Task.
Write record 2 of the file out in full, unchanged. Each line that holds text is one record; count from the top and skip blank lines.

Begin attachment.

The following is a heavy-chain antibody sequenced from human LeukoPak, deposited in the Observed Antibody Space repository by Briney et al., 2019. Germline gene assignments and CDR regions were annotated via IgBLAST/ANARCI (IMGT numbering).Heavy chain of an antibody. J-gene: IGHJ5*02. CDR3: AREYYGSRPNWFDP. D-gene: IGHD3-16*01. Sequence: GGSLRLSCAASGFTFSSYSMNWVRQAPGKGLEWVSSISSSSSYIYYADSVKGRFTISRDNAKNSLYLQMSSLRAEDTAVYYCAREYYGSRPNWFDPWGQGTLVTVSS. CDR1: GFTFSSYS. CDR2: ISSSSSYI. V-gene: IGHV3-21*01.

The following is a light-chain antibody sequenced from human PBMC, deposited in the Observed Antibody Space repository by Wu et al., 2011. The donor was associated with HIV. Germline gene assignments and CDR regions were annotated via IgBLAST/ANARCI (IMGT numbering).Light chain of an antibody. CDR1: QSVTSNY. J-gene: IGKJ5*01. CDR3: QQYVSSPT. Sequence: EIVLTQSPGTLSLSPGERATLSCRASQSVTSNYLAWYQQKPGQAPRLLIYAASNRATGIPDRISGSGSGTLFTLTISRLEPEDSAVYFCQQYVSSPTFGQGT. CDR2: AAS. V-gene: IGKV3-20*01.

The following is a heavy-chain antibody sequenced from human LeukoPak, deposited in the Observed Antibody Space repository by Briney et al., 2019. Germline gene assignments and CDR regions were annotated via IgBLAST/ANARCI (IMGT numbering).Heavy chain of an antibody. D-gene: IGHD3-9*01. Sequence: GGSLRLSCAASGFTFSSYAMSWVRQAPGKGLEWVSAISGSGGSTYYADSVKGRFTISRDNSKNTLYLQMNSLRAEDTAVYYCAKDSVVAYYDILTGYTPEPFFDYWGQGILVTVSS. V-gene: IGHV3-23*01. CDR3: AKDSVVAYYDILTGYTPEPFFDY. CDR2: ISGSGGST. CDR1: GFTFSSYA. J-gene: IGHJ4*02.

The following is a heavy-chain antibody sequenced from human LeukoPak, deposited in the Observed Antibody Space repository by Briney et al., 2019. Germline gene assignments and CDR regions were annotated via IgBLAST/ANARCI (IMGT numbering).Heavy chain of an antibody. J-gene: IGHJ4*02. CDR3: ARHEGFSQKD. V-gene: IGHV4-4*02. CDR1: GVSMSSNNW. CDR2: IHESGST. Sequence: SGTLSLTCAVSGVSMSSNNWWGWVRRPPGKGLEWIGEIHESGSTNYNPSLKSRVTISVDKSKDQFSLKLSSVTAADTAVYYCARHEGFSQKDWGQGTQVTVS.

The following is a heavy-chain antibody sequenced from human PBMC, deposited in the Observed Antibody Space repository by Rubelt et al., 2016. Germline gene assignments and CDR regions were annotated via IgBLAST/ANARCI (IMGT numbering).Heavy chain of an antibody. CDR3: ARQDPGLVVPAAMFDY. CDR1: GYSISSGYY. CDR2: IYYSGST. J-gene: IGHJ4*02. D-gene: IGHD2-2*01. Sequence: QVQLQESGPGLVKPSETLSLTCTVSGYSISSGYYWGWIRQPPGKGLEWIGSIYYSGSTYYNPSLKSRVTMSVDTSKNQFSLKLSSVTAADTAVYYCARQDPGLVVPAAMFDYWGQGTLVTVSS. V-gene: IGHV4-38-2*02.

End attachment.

The following is a light-chain antibody sequenced from human PBMC, deposited in the Observed Antibody Space repository by Wu et al., 2011. The donor was associated with HIV. Germline gene assignments and CDR regions were annotated via IgBLAST/ANARCI (IMGT numbering).Light chain of an antibody. CDR1: QSVTSNY. J-gene: IGKJ5*01. CDR3: QQYVSSPT. Sequence: EIVLTQSPGTLSLSPGERATLSCRASQSVTSNYLAWYQQKPGQAPRLLIYAASNRATGIPDRISGSGSGTLFTLTISRLEPEDSAVYFCQQYVSSPTFGQGT. CDR2: AAS. V-gene: IGKV3-20*01.